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A US Liberal Joins Syria War Push, While One Conservative Flips Against

Sep. 6, 2013 - 03:45AM   |  
By JOHN T. BENNETT   |   Comments
Senate Democrats Hold News Conference On Student L
Sen. Al Franken says it is important for the US to let Syrian President Bashar al-Assad and other world leaders know they cannot use illicit arms without repercussions. (Mark Wilson/Getty Images)
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WASHINGTON — A liberal US Democrat from Minnesota on Friday signaled he would vote to authorize military strikes in Syria. A conservative Republican from Georgia flipped from undecided to a possible "nay" vote.

For many on Capitol Hill, things suddenly seem inside out and backwards. After all, liberal Democrats like Sen. Al Franken of Minnesota seem ready to join House Minority Leader Nancy Pelosi's call to war in Syria.

The California Democratic leader was for years a leading congressional skeptic of the George W. Bush administration's Iraq war.

This week, she has sent several missives to her House Democratic colleagues urging them to vote to authorize President Barack Obama's desired military action in Syria.

Franken initially supported the Iraq war, before opposing the 2007 surge. He also supported Obama's effort to end that war.

Franken and other lawmakers huddled for nearly three hours with Pentagon, State Department and intelligence officials about Syria during a rare Friday afternoon classified briefing for all lawmakers.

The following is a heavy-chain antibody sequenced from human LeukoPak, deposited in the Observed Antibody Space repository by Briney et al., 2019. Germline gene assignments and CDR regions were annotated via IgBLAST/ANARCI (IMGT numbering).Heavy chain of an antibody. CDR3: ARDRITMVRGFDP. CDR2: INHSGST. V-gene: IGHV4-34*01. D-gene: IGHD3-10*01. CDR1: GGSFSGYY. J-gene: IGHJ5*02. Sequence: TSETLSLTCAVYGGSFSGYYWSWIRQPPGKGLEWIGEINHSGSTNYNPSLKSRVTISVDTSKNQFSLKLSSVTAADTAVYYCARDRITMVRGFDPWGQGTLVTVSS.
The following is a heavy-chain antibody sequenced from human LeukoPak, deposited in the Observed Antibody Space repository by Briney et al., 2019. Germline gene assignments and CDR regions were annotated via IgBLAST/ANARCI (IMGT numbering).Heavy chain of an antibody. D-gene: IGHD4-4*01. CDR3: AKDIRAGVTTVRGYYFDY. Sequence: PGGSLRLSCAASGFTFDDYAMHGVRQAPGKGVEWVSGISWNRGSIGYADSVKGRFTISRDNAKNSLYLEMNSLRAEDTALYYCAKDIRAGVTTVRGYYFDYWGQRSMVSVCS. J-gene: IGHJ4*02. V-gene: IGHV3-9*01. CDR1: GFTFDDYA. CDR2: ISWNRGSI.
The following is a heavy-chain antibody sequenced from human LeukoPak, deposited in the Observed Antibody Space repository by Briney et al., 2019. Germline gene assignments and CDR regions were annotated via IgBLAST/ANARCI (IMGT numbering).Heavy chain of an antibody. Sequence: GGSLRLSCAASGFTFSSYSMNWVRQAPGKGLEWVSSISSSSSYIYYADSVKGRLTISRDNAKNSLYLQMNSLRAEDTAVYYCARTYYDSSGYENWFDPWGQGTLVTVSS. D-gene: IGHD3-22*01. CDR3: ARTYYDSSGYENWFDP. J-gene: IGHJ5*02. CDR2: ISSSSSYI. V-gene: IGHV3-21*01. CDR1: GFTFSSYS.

He rarely takes questions when traversing the Capitol complex. But he talked to reporters Friday, saying he wants to make sure any use-of-force resolution's language is narrow enough to place limits on any US military operation.

Franken says it is important for the US to let Bashar al-Assad and other world leaders know they cannot use illicit arms without repercussions. He placed himself into the "leaning yes" column.

Winning the support of Democrats in both chambers like Franken, who have supported past US military action, will be key for the White House as they work to secure ample votes in both chambers for a Syria AUMF.

Also key will be winning over just enough sometimes-hawish Republicans like Gingrey.

As Gingrey entered the classified session, he told Defense News he was solidly undecided. He said he wanted to review the administration's classified dossier of intelligence about Assad's chemical weapons use, as well as military options.

But several hours later, Gingrey told reporters he now is "leaning no."

He offered few specifics, but said some of the data presented during the briefing was "not compelling."

Some House and Senate members came back to Washington this week for classified briefings.

Still, Rep. Sander Levin, D-Mich., noted Friday that "most members have not" yet been briefed.

Rep. Shelia Jackson-Lee, D-Texas on Thursday predicted a vigorous debate in the House next week over whether or not to authorize Obama to strike Syria.

To that end, the Senate is poised to vote on its narrowed force resolution next Wednesday. House leaders, however, have yet to announce just what the lower chamber will take up.

They could write their own resolution. Or they could merely take up the Senate measure.

House leaders have yet to inform rank-and-file members of their plans, Gingrey said.

Levin said it remains unclear whether the House will be ready to vote by late next week.

Several members said it's possible the House might not vote until the week of Sept. 16. That could delay any US military strikes until late September.

And even skeptical lawmakers, like GOP Sen. Jeff Sessions of Alabama, told reporters this week they are concerned delays of that length could render a US mission ineffective in achieving the White House's goals of degrading Assad's chemical arms arsenal and using it again.

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